PATH Act of 2015 Extends 179D Through 2016


By Mark DiPietrantonio

Impact of the PATH Act of 2015 on 179D

On December 18, 2015, President Obama signed the Protecting Americans from Tax Hikes Act of 2015 (PATH Act) that extended the Energy Efficient Commercial Building Deduction (179D) for two years, through December 31, 2016. 

In addition, the PATH Act increases the energy efficiency standards for property placed in service after December 31, 2015.  As a result, the 179D energy efficiency standards for 2015 will continue to be based upon the 2001 ASHRAE standards; however, the 179D energy efficiency standards for 2016 will based upon the 2007 ASHRAE standards.    

What are the Tax Benefits of 179D?

The 179D deduction allows taxpayers to take a federal tax deduction of up to $1.80 per square foot for the installation of energy-efficient interior lighting, HVAC and building envelope systems.

Who Qualifies for the 179D Deduction?

The deduction is available to building owners and lessees who make energy-efficient improvements to their commercial buildings located in the United States between 2006 and 2016.  Multi-family buildings over four stories are also eligible.

In addition, designers of government-owned buildings may also be assigned the 179D deduction from a government agency if they are the “primary designer” of the applicable system and the government agency allocates the deduction to them by signing a “municipal allocation letter.”  A few examples of the type of public projects that may qualify for the assignment of the 179D deduction include:

Public Projects that May Qualify for the 179D Deduction

  • Schools, including state universities
  • Libraries
  • Airports
  • Government offices
  • Post offices
  • Court houses

How the 179D Deduction Works

A building is eligible for the entire $1.80 per square foot federal tax deduction if it saves at least 50% in energy and power costs for improvements in lighting, HVAC and building envelope, as compared to a building that meets the 2001 or 2007 ASHRAE standards, based upon the date the building is placed in service.  If a building does not meet the full 50% energy savings standard, a partial deduction of $0.60 per square foot is available for each subsystem that meets certain energy saving requirements.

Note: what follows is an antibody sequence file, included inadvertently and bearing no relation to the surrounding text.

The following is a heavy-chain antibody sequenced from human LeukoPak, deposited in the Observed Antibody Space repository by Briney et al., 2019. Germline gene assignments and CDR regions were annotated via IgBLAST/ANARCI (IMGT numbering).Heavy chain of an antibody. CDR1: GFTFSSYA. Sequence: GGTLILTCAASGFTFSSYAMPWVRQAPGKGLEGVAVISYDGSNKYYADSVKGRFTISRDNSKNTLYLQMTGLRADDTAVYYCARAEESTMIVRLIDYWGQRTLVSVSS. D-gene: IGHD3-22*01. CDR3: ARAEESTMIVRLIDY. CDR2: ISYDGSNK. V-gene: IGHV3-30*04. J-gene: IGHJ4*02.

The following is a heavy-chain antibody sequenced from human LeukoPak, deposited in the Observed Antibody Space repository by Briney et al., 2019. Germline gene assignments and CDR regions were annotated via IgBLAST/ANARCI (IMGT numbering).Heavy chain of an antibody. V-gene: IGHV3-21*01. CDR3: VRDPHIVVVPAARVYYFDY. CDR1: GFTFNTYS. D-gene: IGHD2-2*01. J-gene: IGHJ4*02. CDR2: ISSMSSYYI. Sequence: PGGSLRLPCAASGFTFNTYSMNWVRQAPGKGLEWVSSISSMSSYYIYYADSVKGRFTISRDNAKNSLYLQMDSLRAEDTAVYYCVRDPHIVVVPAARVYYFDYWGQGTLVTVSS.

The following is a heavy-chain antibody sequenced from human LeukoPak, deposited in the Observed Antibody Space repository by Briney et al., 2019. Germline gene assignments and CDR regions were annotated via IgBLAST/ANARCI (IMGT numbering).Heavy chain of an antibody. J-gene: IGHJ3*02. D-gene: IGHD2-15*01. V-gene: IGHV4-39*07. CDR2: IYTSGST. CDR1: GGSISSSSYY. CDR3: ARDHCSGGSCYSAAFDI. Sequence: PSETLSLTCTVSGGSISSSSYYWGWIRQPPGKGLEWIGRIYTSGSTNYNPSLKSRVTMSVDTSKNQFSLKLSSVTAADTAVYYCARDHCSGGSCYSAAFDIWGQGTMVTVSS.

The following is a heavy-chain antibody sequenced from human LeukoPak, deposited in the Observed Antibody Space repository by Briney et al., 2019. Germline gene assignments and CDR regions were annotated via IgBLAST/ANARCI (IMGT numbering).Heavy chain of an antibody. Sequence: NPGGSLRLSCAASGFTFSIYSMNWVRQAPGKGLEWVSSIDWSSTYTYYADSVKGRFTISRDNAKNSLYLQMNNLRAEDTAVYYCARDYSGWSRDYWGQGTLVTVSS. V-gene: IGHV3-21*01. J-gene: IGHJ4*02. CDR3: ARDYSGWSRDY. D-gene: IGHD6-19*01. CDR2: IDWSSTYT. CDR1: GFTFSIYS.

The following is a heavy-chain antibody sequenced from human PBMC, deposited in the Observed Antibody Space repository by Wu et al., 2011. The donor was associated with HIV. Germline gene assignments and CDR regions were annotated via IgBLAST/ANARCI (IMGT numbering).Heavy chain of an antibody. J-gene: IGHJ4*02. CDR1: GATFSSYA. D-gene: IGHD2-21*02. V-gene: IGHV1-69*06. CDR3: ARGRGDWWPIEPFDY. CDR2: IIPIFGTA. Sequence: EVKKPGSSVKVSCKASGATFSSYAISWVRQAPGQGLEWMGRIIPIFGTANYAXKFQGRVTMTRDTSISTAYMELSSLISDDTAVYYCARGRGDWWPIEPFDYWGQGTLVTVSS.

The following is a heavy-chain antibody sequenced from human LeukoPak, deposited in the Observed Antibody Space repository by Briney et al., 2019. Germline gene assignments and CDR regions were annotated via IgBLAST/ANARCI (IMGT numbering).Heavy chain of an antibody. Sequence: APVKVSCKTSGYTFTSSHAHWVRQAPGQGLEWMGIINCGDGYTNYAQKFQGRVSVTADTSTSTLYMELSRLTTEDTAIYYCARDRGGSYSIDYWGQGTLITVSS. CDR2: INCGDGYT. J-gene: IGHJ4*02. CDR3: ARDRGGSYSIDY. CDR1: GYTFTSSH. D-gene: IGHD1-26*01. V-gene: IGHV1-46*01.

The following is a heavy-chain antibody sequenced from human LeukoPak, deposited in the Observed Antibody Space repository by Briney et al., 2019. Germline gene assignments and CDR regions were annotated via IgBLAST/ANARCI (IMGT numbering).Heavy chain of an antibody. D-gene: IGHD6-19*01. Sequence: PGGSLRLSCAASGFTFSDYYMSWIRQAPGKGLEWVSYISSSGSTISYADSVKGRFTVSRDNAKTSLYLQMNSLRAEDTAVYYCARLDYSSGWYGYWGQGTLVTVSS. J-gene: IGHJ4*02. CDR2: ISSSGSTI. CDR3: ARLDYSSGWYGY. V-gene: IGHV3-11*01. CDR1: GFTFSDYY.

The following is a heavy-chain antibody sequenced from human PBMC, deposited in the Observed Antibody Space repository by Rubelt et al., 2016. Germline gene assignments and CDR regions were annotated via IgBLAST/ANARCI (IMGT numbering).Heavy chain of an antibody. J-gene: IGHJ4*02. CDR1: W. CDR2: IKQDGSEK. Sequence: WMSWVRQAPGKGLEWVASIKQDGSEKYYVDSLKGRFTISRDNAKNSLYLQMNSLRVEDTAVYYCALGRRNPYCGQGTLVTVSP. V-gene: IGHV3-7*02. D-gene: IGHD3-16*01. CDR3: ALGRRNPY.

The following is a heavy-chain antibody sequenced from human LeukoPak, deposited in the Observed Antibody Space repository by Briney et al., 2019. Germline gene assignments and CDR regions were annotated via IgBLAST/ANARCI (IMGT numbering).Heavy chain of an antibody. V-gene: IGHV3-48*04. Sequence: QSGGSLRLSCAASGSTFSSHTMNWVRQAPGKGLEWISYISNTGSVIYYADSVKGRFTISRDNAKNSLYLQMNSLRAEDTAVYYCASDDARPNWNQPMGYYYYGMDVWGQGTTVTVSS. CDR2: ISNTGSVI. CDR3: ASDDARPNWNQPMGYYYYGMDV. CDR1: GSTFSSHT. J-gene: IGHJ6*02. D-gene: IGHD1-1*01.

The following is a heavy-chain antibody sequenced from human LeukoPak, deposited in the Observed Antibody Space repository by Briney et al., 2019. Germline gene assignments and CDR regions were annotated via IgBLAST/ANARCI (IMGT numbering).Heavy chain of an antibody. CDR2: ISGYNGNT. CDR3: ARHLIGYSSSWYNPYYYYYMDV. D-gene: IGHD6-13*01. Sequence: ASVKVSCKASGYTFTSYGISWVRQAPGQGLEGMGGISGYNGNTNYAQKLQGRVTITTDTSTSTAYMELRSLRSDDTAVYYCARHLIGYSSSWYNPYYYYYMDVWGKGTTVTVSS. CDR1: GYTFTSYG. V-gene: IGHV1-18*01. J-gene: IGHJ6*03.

To claim the 179D deduction, the property must be certified by an independent third party who is qualified to perform a study certifying that the energy standards have been met.

The deduction is generally available in the year that the property is “placed in service.”  If a property is certified in a year after the building is placed in service, a taxpayer may be required to amend prior tax returns to claim the deduction.  However, if the taxpayer owns or leases the commercial building (as opposed to being allocated the deduction from a government agency), the Internal Revenue Service allows taxpayers to file for a “change in accounting method” to claim the deduction in the year that the accounting method is changed.  The advantage of utilizing an accounting method change is that it allows taxpayers to avoid the costs and other issues associated with amending tax returns.

It is important to note that taxpayers who own or lease the commercial building must reduce their tax basis of the building by the amount of the 179D deduction.  In addition, a taxpayer that is allocated 179D deductions from a government agency must reduce his or her stock basis for the 179D deductions.

If you have any questions about the potential benefits of 179D, do not hesitate to contact us.  Visit our Construction and Real Estate blogs for other articles pertaining to the industry.

Material discussed is meant for informational purposes only, and it is not to be construed as investment, tax, or legal advice. Please note that individual situations can vary. Therefore, this information should be relied upon when coordinated with individual professional advice.

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